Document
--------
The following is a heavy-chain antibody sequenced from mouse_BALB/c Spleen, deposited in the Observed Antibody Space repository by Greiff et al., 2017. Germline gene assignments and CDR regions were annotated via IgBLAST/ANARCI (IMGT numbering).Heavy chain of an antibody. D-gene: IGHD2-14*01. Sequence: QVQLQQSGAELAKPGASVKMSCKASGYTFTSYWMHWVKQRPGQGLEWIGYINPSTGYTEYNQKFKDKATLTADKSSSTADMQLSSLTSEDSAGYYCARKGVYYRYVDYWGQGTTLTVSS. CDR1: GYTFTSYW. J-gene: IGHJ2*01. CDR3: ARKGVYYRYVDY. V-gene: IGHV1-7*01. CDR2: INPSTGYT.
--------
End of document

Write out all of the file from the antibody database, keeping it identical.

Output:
The following is a heavy-chain antibody sequenced from mouse_BALB/c Spleen, deposited in the Observed Antibody Space repository by Greiff et al., 2017. Germline gene assignments and CDR regions were annotated via IgBLAST/ANARCI (IMGT numbering).Heavy chain of an antibody. D-gene: IGHD2-14*01. Sequence: QVQLQQSGAELAKPGASVKMSCKASGYTFTSYWMHWVKQRPGQGLEWIGYINPSTGYTEYNQKFKDKATLTADKSSSTADMQLSSLTSEDSAGYYCARKGVYYRYVDYWGQGTTLTVSS. CDR1: GYTFTSYW. J-gene: IGHJ2*01. CDR3: ARKGVYYRYVDY. V-gene: IGHV1-7*01. CDR2: INPSTGYT.